Pacific Coast University of Workplace Health Sciences—PCU-WHS for short—is nestled among the trees at one end of Cherry Creek Road in Port Alberni. A quiet institution of learning that was on the cutting edge of virtual learning before it became a global necessity, PCU-WHS has quietly been building a big reputation in return-to-work education.
On Dec. 1, 2020, the university held its first-ever convocation ceremony for a graduate of the Bachelor of Disability Management. Since then, the institution has received government recognition at both the provincial and national levels.
Shanna Ramm enrolled in the degree program in 2015 and participated in the university’s flexible, distance learning approach. She was able to achieve her degree while living in Saskatchewan and working full time as a senior disability and wellness specialist for Mosaic Inc., a major resource extraction company.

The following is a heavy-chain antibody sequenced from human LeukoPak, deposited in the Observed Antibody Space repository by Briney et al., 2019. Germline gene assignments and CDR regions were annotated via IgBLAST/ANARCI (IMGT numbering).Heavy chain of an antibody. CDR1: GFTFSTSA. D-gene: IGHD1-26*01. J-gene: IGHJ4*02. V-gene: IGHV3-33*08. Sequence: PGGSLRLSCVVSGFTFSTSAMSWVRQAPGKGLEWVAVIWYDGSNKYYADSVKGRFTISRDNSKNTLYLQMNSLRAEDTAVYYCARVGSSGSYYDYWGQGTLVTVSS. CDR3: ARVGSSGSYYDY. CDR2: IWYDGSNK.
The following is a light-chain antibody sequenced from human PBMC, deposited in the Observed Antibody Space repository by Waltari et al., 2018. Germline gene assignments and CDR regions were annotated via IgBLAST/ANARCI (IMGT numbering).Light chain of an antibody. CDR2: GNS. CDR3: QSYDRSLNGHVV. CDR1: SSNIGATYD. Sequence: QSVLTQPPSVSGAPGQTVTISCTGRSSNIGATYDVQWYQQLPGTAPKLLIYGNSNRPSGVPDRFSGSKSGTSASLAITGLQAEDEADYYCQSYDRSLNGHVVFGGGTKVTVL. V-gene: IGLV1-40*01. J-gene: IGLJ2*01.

“For all of us it was a tremendous achievement,” said Wolfgang Zimmermann, executive director of the National Institute of Disability Management and Research (NIDMAR), one of the people who pushed for the university.
“It was a very small but very concrete milestone, from starting to get a degree approved to having the first (graduate).”
Already, PCU-WHS has a cohort of about a dozen students going through the program in 2021 and a similar number for 2022.
If there is one thing the novel coronavirus pandemic has done is it has pointed out how keenly affected people with disabilities have been at the global shutdowns. The B.C. government recognized this and has awarded NIDMAR with $6 million in a one-time grant to administer a return-to-work and disability management education program and support project over the next four years.
The project has three strategies to support B.C. employers’ capacity to accommodate injured workers to return to work, as well as increase the number of people with disabilities in the provincial workforce.
Courtenay-Alberni NDP MP Gord Johns meantime is pushing the federal Liberal government for a national return-to-work strategy for workers who acquire a mental or physical health impairment.
Eighty percent of all impairments happen within someone’s working life, said Zimmermann, who experienced it first hand several decades ago. After spending a year on disability support, less than one percent will work again.
“Being gainfully employed is one of the critical indicators of health, and that’s what this is all about.”